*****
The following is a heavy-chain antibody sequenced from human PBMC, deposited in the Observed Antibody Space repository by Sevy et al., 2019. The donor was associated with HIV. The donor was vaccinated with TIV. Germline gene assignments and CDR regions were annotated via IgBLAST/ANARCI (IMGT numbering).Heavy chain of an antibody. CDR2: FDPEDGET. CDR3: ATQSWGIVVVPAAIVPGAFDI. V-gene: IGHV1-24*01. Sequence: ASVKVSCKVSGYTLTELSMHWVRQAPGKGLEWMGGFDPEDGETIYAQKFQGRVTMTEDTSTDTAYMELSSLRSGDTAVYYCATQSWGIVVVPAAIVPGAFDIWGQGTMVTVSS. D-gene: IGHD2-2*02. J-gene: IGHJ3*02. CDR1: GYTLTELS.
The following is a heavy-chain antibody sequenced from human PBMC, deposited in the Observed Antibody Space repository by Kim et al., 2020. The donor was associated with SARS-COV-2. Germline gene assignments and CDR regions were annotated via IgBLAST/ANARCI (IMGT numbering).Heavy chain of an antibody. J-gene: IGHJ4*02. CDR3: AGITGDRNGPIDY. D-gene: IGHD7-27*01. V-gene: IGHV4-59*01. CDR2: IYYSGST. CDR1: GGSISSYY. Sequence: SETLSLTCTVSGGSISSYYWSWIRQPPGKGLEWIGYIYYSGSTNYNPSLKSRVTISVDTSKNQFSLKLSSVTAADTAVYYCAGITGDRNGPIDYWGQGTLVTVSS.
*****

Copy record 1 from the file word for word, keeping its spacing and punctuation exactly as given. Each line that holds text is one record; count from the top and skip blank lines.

The following is a heavy-chain antibody sequenced from human PBMC, deposited in the Observed Antibody Space repository by Sevy et al., 2019. The donor was associated with HIV. The donor was vaccinated with TIV. Germline gene assignments and CDR regions were annotated via IgBLAST/ANARCI (IMGT numbering).Heavy chain of an antibody. CDR2: FDPEDGET. CDR3: ATQSWGIVVVPAAIVPGAFDI. V-gene: IGHV1-24*01. Sequence: ASVKVSCKVSGYTLTELSMHWVRQAPGKGLEWMGGFDPEDGETIYAQKFQGRVTMTEDTSTDTAYMELSSLRSGDTAVYYCATQSWGIVVVPAAIVPGAFDIWGQGTMVTVSS. D-gene: IGHD2-2*02. J-gene: IGHJ3*02. CDR1: GYTLTELS.